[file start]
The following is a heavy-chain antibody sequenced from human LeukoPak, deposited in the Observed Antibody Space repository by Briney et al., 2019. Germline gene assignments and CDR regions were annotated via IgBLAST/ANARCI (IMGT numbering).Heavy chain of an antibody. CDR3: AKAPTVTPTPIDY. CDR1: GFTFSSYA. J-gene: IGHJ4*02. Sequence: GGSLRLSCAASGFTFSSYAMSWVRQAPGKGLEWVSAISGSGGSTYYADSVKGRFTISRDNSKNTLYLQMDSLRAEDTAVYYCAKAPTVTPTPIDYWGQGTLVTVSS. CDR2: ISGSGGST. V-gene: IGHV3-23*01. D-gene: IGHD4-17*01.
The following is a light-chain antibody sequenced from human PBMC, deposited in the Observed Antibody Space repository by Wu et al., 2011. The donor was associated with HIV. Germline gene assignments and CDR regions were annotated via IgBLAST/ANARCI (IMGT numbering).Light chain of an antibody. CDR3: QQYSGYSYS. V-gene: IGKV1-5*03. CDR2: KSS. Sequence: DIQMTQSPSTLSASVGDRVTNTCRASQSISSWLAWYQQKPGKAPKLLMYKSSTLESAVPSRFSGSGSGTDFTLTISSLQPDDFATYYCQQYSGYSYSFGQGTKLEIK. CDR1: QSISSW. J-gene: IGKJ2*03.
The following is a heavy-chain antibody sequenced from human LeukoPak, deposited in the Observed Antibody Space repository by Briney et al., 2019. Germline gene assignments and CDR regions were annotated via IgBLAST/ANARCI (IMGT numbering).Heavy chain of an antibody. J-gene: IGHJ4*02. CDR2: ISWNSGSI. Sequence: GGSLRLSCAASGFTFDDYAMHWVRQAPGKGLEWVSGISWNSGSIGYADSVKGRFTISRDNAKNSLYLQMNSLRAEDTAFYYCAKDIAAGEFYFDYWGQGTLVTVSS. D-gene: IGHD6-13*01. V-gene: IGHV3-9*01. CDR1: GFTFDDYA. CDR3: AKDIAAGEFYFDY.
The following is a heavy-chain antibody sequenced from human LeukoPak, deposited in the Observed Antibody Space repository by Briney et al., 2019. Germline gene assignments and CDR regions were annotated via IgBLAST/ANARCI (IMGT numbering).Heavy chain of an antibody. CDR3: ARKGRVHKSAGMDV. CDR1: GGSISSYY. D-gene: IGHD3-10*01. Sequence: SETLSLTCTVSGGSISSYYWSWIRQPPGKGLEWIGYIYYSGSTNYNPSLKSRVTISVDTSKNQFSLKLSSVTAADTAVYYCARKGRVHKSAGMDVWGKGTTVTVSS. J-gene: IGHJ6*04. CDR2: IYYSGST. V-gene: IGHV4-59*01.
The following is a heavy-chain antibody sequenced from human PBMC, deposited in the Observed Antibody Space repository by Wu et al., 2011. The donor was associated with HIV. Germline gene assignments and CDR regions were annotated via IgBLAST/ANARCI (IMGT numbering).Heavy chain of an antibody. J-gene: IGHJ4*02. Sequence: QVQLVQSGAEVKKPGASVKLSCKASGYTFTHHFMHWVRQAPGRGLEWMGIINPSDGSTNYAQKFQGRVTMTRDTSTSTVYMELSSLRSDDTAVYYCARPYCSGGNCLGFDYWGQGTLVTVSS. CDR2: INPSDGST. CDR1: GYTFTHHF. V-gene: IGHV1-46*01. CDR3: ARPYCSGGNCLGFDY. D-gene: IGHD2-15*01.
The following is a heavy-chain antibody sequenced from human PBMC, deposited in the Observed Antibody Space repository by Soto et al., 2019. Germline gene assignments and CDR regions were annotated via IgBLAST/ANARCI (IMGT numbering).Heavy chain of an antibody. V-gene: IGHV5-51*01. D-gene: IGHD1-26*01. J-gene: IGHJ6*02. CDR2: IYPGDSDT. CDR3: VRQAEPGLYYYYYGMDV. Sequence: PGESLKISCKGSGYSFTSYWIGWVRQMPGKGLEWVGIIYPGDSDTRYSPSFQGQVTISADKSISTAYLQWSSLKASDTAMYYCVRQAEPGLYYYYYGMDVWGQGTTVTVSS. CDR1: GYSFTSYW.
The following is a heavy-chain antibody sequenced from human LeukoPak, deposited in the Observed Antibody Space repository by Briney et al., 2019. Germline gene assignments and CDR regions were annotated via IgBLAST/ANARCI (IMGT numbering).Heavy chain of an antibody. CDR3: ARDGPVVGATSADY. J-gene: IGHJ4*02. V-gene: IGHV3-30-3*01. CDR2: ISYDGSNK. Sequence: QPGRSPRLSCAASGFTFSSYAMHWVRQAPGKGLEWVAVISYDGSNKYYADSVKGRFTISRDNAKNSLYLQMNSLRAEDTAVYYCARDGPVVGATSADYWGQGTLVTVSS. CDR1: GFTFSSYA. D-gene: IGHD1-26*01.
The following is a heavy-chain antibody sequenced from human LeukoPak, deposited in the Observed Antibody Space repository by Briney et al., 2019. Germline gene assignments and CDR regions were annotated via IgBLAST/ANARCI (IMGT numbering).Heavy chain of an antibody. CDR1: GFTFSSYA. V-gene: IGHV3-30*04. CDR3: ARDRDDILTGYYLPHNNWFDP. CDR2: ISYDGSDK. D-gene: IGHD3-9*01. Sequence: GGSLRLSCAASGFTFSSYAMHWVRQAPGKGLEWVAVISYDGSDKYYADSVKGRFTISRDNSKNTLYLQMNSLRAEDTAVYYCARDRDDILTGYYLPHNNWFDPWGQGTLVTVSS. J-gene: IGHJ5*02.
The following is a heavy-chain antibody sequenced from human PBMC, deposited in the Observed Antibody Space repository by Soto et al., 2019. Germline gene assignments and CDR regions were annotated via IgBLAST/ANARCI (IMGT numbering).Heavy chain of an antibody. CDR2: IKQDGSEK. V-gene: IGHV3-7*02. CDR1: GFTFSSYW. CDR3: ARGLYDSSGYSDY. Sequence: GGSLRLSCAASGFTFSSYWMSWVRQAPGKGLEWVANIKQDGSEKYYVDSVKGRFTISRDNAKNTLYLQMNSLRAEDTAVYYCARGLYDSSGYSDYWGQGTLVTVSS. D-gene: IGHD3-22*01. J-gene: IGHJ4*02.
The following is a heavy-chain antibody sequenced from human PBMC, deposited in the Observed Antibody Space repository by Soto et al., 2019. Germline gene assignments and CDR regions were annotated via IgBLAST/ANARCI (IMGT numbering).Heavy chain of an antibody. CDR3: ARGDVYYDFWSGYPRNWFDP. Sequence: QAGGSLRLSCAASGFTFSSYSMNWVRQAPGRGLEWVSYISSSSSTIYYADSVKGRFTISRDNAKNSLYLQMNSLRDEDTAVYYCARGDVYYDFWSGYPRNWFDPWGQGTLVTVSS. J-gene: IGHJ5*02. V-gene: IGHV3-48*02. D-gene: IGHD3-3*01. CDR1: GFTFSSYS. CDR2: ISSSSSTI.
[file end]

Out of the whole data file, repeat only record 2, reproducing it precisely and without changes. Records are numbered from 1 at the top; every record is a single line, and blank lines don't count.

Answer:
The following is a light-chain antibody sequenced from human PBMC, deposited in the Observed Antibody Space repository by Wu et al., 2011. The donor was associated with HIV. Germline gene assignments and CDR regions were annotated via IgBLAST/ANARCI (IMGT numbering).Light chain of an antibody. CDR3: QQYSGYSYS. V-gene: IGKV1-5*03. CDR2: KSS. Sequence: DIQMTQSPSTLSASVGDRVTNTCRASQSISSWLAWYQQKPGKAPKLLMYKSSTLESAVPSRFSGSGSGTDFTLTISSLQPDDFATYYCQQYSGYSYSFGQGTKLEIK. CDR1: QSISSW. J-gene: IGKJ2*03.